Because if the MSM does focus on issues, McCain’s voting record aligns with President Bush 89 percent of the time and he has flip flopped on most things that matter to conservatives. Lets bring on a fact based, issued based coverage to this campaign; and if we do, what would the Fox guys have to talk about?

  6. anon
    April 22, 2008 at 11:10 am

    Dan,

    I’ll take that as a YES…you ARE an advocate for that kind of “journalism”.

    Either that, or your basic perspective is “they’re doing it to our guys/gals, so we need to do it to theirs”. That’s kinda weak.

  7. Dan Chmielewski
    April 22, 2008 at 11:14 am

    HT to the Conservative College Blog:

    1) Defending His Amnesty Bill, Sen. McCain Lost His Temper And “Screamed, ‘F*ck You!’ At Texas Sen. John Cornyn” (R-TX). “Presidential hopeful John McCain – who has been dogged for years by questions about his volcanic temper – erupted in an angry, profanity-laced tirade at a fellow Republican senator, sources told The Post yesterday. In a heated dispute over immigration-law overhaul, McCain screamed, ‘F— you!’ at Texas Sen. John Cornyn, who had been raising concerns about the legislation. ‘This is chickens—stuff,’ McCain snapped at Cornyn, according to several people in the room off the Senate floor Thursday. ‘You’ve always been against this bill, and you’re just trying to derail it.’” (Charles Hurt, “Raising McCain,” New York Post, 5/19/07)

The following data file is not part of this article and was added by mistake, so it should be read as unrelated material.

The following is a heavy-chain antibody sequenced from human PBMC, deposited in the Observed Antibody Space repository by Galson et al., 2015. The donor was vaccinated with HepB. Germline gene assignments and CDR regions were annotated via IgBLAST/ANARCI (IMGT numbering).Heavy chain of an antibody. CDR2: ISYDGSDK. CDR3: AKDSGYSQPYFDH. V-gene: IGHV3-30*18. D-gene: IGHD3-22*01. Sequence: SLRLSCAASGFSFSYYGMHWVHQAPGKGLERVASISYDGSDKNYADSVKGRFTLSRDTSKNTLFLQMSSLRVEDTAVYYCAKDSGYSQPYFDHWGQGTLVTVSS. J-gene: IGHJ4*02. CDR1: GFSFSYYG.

2) In 2000, Sen. McCain Ran An Attack Ad Comparing Then-Gov. George W. Bush To Bill Clinton. SEN. MCCAIN: “I guess it was bound to happen. Governor Bush’s campaign is getting desperate, with a negative ad about me. The fact is, I’ll use the surplus money to fix Social Security, cut your taxes and pay down the debt. Governor Bush uses all of the surplus for tax cuts, with not one new penny for Social Security or the debt. His ad twists the truth like Clinton. We’re all pretty tired of that. As president, I’ll be conservative and always tell you the truth. No matter what.” (McCain 2000, Campaign Ad, 2/9/00; http://www.youtube.com/watch?v=UHoXkCprdL4)

    3) Sen. McCain Repeatedly Called Sen. Pete Domenici (R-NM) An “A**hole”, Causing A Fellow GOP Senator To Say, “I Didn’t Want This Guy Anywhere Near A Trigger.” “Why can’t McCain win the votes of his own colleagues? To explain, a Republican senator tells this story: at a GOP meeting last fall, McCain erupted out of the blue at the respected Budget Committee chairman, Pete Domenici, saying, ‘Only an a–hole would put together a budget like this.’ Offended, Domenici stood up and gave a dignified, restrained speech about how in all his years in the Senate, through many heated debates, no one had ever called him that. Another senator might have taken the moment to check his temper. But McCain went on: ‘I wouldn’t call you an a–hole unless you really were an a–hole.’ The Republican senator witnessing the scene had considered supporting McCain for president, but changed his mind. ‘I decided,’ the senator told Newsweek, ‘I didn’t want this guy anywhere near a trigger.’” (Evan Thomas, et al., “Senator Hothead,” Newsweek, 2/21/00)